Recently, the Cruise Lines International Association (CLIA) released new guidelines in the hopes of restarting operations on a wider basis. CLIA’s “Return to Sail Plan” included several “core elements” of health protocols; the apparent aim is to convince government regulators across the Americas to green light the resumption of cruising. (Perhaps not coincidentally, the CDC green-lighted the resumption of “test” cruises, without passengers, beginning November 1.) While several elements seem largely predictable, I suspect some may rankle cruises about the “new normal” of cruising.
The CLIA Return to Sail Plan At a Glance
As mentioned, the CLIA Return to Sail Plan contains six core elements, which are mandatory for all CLIA-member lines:
- Testing. 100% testing of passengers and crew for COVID-19 prior to embarkation.
- Mask-Wearing. Mandatory wearing of masks by all passengers and crew onboard and during excursions whenever physical distancing cannot be maintained
- Distancing. Physical distancing in terminals, onboard ships, on private islands and during shore excursions
- Ventilation. Air management and ventilation strategies to increase fresh air onboard and, where feasible, using enhanced filters and other technologies to mitigate risk
- Medical Capability: Risk based response plans tailored for each ship to manage medical needs, dedicated cabin capacity allocated for isolation and other operational measures, and advance arrangements with private providers for shoreside quarantine, medical facilities, and transportation.
- Shore Excursions: Only permit shore excursions according to the cruise operators’ prescribed protocols, with strict adherence required of all passengers and denial of re-boarding for any passengers that do not comply.
The six “core elements” derive from a six-page checklist. Some of these, such as guidelines on sanitation and hand hygiene, differ little from existing guidelines. After all, cruise ships have dealt with norovirus concerns for years; you’ve no doubt seen the (often humorous) reminders to use the hand sanitizer stations when going to the dining room. Others, such as mandatory masks, improved HVAC systems, and enhanced medical facilities aboard, seem entirely predictable. A few items, however, strike me as particularly interesting, or perhaps even problematic.
MSC Cruises Offers a Clue Into the New Normal of Cruising
Earlier this summer, MSC Cruises operated several Mediterranean cruises for residents of the Schengen zone. The MSC Grandiosa re-entered operations on August 18th, with departures from Rome at roughly 1/3 capacity (2,000 passengers on a 6,000 passenger ship). MSC’s health and safety FAQs give some ideas. But a recent report from a Cruise Critic contributor provides some good data points. The highlights:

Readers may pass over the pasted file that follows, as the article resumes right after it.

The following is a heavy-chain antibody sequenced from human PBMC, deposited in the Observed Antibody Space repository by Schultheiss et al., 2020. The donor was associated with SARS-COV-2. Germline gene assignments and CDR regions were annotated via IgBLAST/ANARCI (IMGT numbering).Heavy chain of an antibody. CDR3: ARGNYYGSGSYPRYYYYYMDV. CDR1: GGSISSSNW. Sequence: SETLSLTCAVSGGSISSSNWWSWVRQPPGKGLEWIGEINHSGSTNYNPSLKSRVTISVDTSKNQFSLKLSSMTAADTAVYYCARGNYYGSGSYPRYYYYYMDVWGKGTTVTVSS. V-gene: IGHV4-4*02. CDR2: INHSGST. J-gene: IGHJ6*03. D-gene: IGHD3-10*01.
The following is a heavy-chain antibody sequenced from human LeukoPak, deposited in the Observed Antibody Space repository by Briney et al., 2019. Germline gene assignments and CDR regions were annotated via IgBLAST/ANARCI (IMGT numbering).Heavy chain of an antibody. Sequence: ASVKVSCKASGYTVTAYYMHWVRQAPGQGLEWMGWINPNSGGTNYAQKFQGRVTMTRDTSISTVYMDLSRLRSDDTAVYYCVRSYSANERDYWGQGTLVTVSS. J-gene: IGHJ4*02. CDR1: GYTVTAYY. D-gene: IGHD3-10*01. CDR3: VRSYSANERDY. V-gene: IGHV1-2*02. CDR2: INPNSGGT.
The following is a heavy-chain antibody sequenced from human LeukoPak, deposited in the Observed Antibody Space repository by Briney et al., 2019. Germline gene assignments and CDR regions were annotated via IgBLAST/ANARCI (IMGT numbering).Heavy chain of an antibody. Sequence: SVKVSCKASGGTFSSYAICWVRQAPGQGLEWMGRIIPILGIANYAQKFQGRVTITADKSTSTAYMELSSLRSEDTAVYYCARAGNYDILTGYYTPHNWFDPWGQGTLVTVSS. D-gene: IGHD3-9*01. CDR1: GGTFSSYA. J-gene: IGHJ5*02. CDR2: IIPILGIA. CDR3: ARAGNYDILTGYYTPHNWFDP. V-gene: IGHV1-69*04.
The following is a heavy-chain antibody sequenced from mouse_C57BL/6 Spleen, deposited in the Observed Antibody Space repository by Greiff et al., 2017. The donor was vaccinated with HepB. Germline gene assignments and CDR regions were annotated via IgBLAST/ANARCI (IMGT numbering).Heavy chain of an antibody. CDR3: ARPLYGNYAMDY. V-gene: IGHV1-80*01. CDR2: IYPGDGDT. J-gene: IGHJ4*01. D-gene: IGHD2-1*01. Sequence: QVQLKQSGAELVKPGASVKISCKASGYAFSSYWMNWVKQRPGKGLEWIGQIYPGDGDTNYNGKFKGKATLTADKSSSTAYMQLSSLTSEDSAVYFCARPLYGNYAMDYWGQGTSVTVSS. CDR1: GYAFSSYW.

- Buffets are open, but staff plate and serve all food and drink items
- More hand sanitizing stations throughout the ship
- Mandatory hand washing and temperature checks when entering dining areas
- Reduced capacity in common areas like the pool, theater, spa, casino, etc. Significantly reduced in some cases, such as only one person in the sauna at a time.
- Passengers receive some kind of tracking bracelet that allows for contactless entry into their stateroom, but also acts as a contact tracing tool in case of a shipboard outbreak
- Maximum 4 passengers per elevator at one time
- Masks mandatory in indoor public spaces like theaters; not required but apparently recommended on outdoor decks
Most of these items dovetail with CLIA’s Return to Sail Plan, though CLIA puts a little more color around, or differs on, some items.
No On-Site (Port) Testing Mandated
CLIA recommends requiring passengers receive a PCR test with negative result from 24 hours to 5 days before departure. Interestingly, CLIA decided not to follow what some European sailings, including those by MSC, have done. Namely, on-site rapid testing (one hour results based on the Cruise Critic review) at the port prior to departure. Given the spread of rapid testing options offered by airlines, I imagine the mass market lines plan to offer something at their larger ports (i.e. Fort Lauderdale, Galveston, Port Canaveral, etc.).
One question in my mind is, what happens in the event of a false positive? Though less common than false negatives, who bears responsibility for costs in rejoining the ship? Do passengers have any recourse at all for that matter? Or are they stuck with funny money and/or a do-over at a later date?
Amenity Capacity Restrictions Seem Like a Potential Problem Area